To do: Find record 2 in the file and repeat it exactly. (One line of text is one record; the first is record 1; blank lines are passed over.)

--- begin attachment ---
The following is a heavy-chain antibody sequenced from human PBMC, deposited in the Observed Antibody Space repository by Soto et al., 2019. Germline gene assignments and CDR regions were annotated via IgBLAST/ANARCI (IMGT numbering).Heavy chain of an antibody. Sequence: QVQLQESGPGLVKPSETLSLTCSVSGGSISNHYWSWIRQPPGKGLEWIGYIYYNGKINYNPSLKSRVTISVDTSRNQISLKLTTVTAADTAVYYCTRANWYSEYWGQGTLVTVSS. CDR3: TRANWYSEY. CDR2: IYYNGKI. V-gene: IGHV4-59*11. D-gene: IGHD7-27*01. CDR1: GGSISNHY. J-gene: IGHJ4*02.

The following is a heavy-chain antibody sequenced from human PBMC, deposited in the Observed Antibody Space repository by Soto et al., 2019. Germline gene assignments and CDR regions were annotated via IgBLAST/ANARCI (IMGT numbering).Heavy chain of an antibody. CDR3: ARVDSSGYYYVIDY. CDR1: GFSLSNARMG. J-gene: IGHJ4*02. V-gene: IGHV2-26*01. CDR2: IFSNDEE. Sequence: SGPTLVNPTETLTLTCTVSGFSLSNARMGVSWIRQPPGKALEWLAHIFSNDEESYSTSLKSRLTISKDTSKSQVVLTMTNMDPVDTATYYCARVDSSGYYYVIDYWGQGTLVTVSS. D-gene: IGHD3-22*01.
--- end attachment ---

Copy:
The following is a heavy-chain antibody sequenced from human PBMC, deposited in the Observed Antibody Space repository by Soto et al., 2019. Germline gene assignments and CDR regions were annotated via IgBLAST/ANARCI (IMGT numbering).Heavy chain of an antibody. CDR3: ARVDSSGYYYVIDY. CDR1: GFSLSNARMG. J-gene: IGHJ4*02. V-gene: IGHV2-26*01. CDR2: IFSNDEE. Sequence: SGPTLVNPTETLTLTCTVSGFSLSNARMGVSWIRQPPGKALEWLAHIFSNDEESYSTSLKSRLTISKDTSKSQVVLTMTNMDPVDTATYYCARVDSSGYYYVIDYWGQGTLVTVSS. D-gene: IGHD3-22*01.